By Bruce A. Barteldt Jr.
ROI IS LIKE THE HOLY GRAIL for the industry. But so often, it is more like “Monty Python’s Holy Grail” (“bring out yer dead. … bring out yer dead. …”).
The pursuit of measurable ROI is a worthwhile pursuit—we should always be focused on a measurable return on a design investment. But the key word here is “design.” This is where it gets rather dicey. Because in reality, measuring pure design ROI is next to impossible.
So there, I said it.
Any design firm salesperson can tell a retailer that his or her company has “proven” a design ROI methodology, but by now I believe many industry veterans are rather skeptical of such a pitch. To be clear, I am not asserting that elements of a new design can’t be measured in terms of cost/benefit. However, we must emphasize a critical approach and be certain we’re not fooling ourselves.
WHY IS THIS SO HARD?
It is far more difficult to measure the results of new prototype retail design. Why? There are many factors besides design that contribute to store sales—that either individually or collectively result in a uptick (or reduction) in sales performance.
- First off, customers tend to react positively to a “fresh” design. There will be a resulting boost in sales on that alone. Actually, in the case of a mediocre design, you’re more likely measuring how customers are responding to change than how they are reacting to the merits of a new design.
- A new prototype often introduces new aspects of operations or merchandising that may have little to do with how a store looks or whether or not more expensive flooring or lighting matters. For example, the new proto may have also included an edited assortment, eliminating clutter and clarifying the offering, making the product sing rather than be lost in a quagmire of choices. But, that’s really not a design strategy, it’s a merchandising strategy. Does it falsely suggest that the design itself was the catalyst for sales boosts? Has a coincident adjustment in pricing strategy affected customer response?
- Another example: While a decision to eliminate the cashwrap is a design decision, it is really more of a customer service strategy that results in better-trained, tablet-enabled sales associates who improve customer service.
- And where exactly has the new design been unveiled? Was it at an existing location or a new site? A new site brings in multiple issues affecting the customer’s response: visibility, adjacent tenants, parking, traffic patterns, etc.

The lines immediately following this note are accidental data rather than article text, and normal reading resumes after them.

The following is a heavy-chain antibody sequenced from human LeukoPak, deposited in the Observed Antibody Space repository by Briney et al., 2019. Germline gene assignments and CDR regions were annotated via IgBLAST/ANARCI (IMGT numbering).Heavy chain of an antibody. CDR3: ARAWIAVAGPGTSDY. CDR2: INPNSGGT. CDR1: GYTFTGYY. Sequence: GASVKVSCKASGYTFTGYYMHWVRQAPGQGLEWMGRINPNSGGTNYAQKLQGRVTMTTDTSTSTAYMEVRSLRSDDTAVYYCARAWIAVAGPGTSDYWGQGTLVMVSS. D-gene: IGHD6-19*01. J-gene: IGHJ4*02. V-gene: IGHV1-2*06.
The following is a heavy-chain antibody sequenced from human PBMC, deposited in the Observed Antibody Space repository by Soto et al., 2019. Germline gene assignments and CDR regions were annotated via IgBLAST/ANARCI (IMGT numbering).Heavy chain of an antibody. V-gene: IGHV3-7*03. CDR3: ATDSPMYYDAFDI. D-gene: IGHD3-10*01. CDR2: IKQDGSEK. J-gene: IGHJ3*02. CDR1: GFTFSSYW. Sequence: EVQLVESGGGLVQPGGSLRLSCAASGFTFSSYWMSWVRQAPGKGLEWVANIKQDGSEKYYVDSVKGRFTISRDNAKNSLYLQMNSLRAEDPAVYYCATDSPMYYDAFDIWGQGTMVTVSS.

THE BOTTOM LINE
Unless you can isolate or eliminate the implications of multiple variables, we may collectively be looking at skewed data. And if that is the case, we might as well get back to the “other method”—an intelligent guess.
We have found that every design decision should be considered in direct relation to its potential impact on triggering customers’ decision to buy. Then evaluate the cost of that design strategy relative to increased sales potential. Are these two quotients out of balance? Will you pay too much for the effect and not see a comparable result?
Let’s say we want to lower the ceiling in a particular area of a store in order to create a more intimate shopping experience for a specialized product array. Lowering the ceiling will cost $10,000. Will the additional cost pay itself back and then some? Break it down—measure the data on that particular product array and track fluctuations for that alone. Keep going, one area or one new concept at a time. Always isolate the impact area from outside forces.
In the end, there still are innumerable variables. My point is that designers must shift their process away from “design for design’s sake” toward ROI as THE design driver. And while ROI still will be the Holy Grail for which we must always continue to seek (and never find), over time good things can and must follow.
Bruce A. Barteldt, Jr., AIA, RDI, LEED AP BD+C, is a partner and national studio principal, retail, of Charlotte, N.C.-based Little, where he leads all retail activity. He also serves on A.R.E.’s Board of Directors, and chairs the association’s DREAM Team of retail designers.
Photo Credit: Vitold Muratov